HELGA GUDERLEY: We’re burning our forests to fatten NSP profits


•Guest Opinion

Dr. Helga Guderley has a PhD in zoology from UBC and is a board member of the Ecology Action Centre. She lives in Boutiliers Point.

We live in unusual times. The pandemic that massively changed our lives is receding. But since February, Putin’s invasion of Ukraine has brought war to Europe. Both COVID and the Russian invasion mobilized the West.

The dangers of climate change have not been elicited as a unified response. Again, this year, its devastating impacts are all too apparent: between the prolonged drought and heat waves in Europe and North America and the massive flooding in Pakistan. Perhaps because climate changes on a time scale longer than election cycles, we are not responding to the reality that climate change will completely destroy life as we know it. We are good at making targets for reducing our carbon footprint, but terrible at meeting them.

A prime example is Nova Scotia’s power grid and its use of biomass.

Nova Scotia has historically relied upon coal to generate electrical power. Getting off coal and fossil fuels is our major climate goal. Major initiatives such as the Muskrat Falls hydro system and the Maritime link are meant to wean us off fossil fuels. Unfortunately, burning biomass for power generation has been our panacea. When power from Muskrat Falls was slow in coming, we added biomass. When fuel costs soar, thanks to Putin’s war, we burn more biomass. To keep power rates low, we burn more biomass. When we needed to keep the forest industry happy after Northern Pulp closed, we obliged Nova Scotia Power to burn more biomass.

Biomass is not a panacea. Burning trees releases carbon, just like burning coal and oil. Proponents of biomass use argue that millennia are needed to form coal and oil but trees grow back. The MASSIVE error in this argument is that the decades needed for trees to grow back far exceed the time we have to turn around our climate crisis. Burning biomass to generate electricity produces more CO2 per kW produced than burning fossil fuels. Added injury comes from the devastation wrought upon the land: as much carbon is released from the soil of clearcut forests as by burning the trees.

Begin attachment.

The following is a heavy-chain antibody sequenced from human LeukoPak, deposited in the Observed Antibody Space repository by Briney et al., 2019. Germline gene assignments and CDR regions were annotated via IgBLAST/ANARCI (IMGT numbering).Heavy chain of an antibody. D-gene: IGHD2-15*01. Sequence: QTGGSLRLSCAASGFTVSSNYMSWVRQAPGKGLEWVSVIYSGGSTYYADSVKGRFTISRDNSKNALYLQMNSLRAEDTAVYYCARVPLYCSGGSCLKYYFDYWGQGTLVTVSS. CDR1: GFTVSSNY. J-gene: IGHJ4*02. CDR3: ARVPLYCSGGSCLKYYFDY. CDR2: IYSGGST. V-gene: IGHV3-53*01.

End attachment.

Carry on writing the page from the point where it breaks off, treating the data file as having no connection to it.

When the use of biomass is promoted, typically sawmill wastes or low-grade wood are mentioned. While this sounds harmless, it is the beginning of a slippery slope. Once a generating system is built, its appetite is whetted and biomass harvests must satisfy this appetite. The wholesale destruction of forests and the elimination of multi-species mixed forests in favor of even-aged monocultures of spruce and fir are consequences of this biomass and chip industry. Our land’s capacity for carbon sequestration is massively diminished by biomass harvesting.

Nova Scotia Power has recently asked for further rate increases. OK, maintaining an effective electrical grid is complicated. A strong grid is crucial for the introduction of “clean” means of power generation, such as hydro, wind and solar. NSP, while a private company, provides an essential public service. Its major role is to provide energy security. But, as NDP leader Claudia Chender recently said: “Nova Scotia Power has the highest rates among integrated Canadian utilities and yet the grid is among the most unreliable and the power among the dirtiest.”

The regulations that govern NSP’s rates are complex and far from transparent. Some aspects are historical and should be open to negotiation. Why should the company and its shareholders be guaranteed a profit (on average 9 per cent) while Nova Scotian ratepayers are faced with rate hikes of 11 per cent or more? Why should the utility be “forgiven” the levy on excess greenhouse gas production that was supposed to support carbon offsets? Why should homeowners willing to invest in photovoltaic systems be limited in the capacity of their installation? Why should the top administrators of NSPs have salaries that rose from $1 million in 2012 to over $8 million in 2021? NSP claims of “aggressive cost management” are hardly apparent as it seeks to increase its profit margin and maintain absurdly high executive salaries.

Why should we be burning biomass and devastating our forests to maintain NSP profits and salaries?

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